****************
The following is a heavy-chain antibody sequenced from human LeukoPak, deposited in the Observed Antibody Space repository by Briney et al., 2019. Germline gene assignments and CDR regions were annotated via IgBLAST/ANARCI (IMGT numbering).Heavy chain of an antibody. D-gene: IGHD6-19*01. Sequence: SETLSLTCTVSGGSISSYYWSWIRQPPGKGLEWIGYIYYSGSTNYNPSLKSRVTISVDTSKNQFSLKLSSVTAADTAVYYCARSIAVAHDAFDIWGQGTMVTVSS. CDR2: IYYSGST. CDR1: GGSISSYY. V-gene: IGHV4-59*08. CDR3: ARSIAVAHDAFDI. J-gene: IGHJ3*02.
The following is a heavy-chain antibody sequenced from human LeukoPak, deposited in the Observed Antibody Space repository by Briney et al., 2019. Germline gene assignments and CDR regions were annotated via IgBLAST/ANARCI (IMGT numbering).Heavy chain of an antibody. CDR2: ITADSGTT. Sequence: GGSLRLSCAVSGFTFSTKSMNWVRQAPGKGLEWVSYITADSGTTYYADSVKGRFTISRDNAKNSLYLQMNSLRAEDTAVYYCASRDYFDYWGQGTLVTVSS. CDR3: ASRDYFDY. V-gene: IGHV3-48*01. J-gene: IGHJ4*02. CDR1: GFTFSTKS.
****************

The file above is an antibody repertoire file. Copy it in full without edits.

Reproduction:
The following is a heavy-chain antibody sequenced from human LeukoPak, deposited in the Observed Antibody Space repository by Briney et al., 2019. Germline gene assignments and CDR regions were annotated via IgBLAST/ANARCI (IMGT numbering).Heavy chain of an antibody. D-gene: IGHD6-19*01. Sequence: SETLSLTCTVSGGSISSYYWSWIRQPPGKGLEWIGYIYYSGSTNYNPSLKSRVTISVDTSKNQFSLKLSSVTAADTAVYYCARSIAVAHDAFDIWGQGTMVTVSS. CDR2: IYYSGST. CDR1: GGSISSYY. V-gene: IGHV4-59*08. CDR3: ARSIAVAHDAFDI. J-gene: IGHJ3*02.
The following is a heavy-chain antibody sequenced from human LeukoPak, deposited in the Observed Antibody Space repository by Briney et al., 2019. Germline gene assignments and CDR regions were annotated via IgBLAST/ANARCI (IMGT numbering).Heavy chain of an antibody. CDR2: ITADSGTT. Sequence: GGSLRLSCAVSGFTFSTKSMNWVRQAPGKGLEWVSYITADSGTTYYADSVKGRFTISRDNAKNSLYLQMNSLRAEDTAVYYCASRDYFDYWGQGTLVTVSS. CDR3: ASRDYFDY. V-gene: IGHV3-48*01. J-gene: IGHJ4*02. CDR1: GFTFSTKS.